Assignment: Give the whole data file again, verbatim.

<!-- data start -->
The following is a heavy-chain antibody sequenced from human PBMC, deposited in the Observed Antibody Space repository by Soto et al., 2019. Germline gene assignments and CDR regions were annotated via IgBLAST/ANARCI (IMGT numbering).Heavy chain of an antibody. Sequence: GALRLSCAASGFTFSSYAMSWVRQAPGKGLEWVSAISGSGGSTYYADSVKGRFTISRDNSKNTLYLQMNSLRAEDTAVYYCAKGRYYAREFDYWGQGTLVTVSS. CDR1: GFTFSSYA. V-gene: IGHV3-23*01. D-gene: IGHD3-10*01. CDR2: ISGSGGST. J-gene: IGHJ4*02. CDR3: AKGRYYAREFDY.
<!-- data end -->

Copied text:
The following is a heavy-chain antibody sequenced from human PBMC, deposited in the Observed Antibody Space repository by Soto et al., 2019. Germline gene assignments and CDR regions were annotated via IgBLAST/ANARCI (IMGT numbering).Heavy chain of an antibody. Sequence: GALRLSCAASGFTFSSYAMSWVRQAPGKGLEWVSAISGSGGSTYYADSVKGRFTISRDNSKNTLYLQMNSLRAEDTAVYYCAKGRYYAREFDYWGQGTLVTVSS. CDR1: GFTFSSYA. V-gene: IGHV3-23*01. D-gene: IGHD3-10*01. CDR2: ISGSGGST. J-gene: IGHJ4*02. CDR3: AKGRYYAREFDY.